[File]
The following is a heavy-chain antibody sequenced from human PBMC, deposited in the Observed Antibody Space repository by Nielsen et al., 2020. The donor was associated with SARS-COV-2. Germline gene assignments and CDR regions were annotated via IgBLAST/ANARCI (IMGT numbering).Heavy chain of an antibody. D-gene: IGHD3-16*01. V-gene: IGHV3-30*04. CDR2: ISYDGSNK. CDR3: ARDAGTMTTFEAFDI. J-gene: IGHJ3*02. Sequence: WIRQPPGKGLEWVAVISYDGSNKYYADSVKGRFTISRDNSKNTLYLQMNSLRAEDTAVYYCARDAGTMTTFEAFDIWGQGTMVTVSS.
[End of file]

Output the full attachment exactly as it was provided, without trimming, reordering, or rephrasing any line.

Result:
The following is a heavy-chain antibody sequenced from human PBMC, deposited in the Observed Antibody Space repository by Nielsen et al., 2020. The donor was associated with SARS-COV-2. Germline gene assignments and CDR regions were annotated via IgBLAST/ANARCI (IMGT numbering).Heavy chain of an antibody. D-gene: IGHD3-16*01. V-gene: IGHV3-30*04. CDR2: ISYDGSNK. CDR3: ARDAGTMTTFEAFDI. J-gene: IGHJ3*02. Sequence: WIRQPPGKGLEWVAVISYDGSNKYYADSVKGRFTISRDNSKNTLYLQMNSLRAEDTAVYYCARDAGTMTTFEAFDIWGQGTMVTVSS.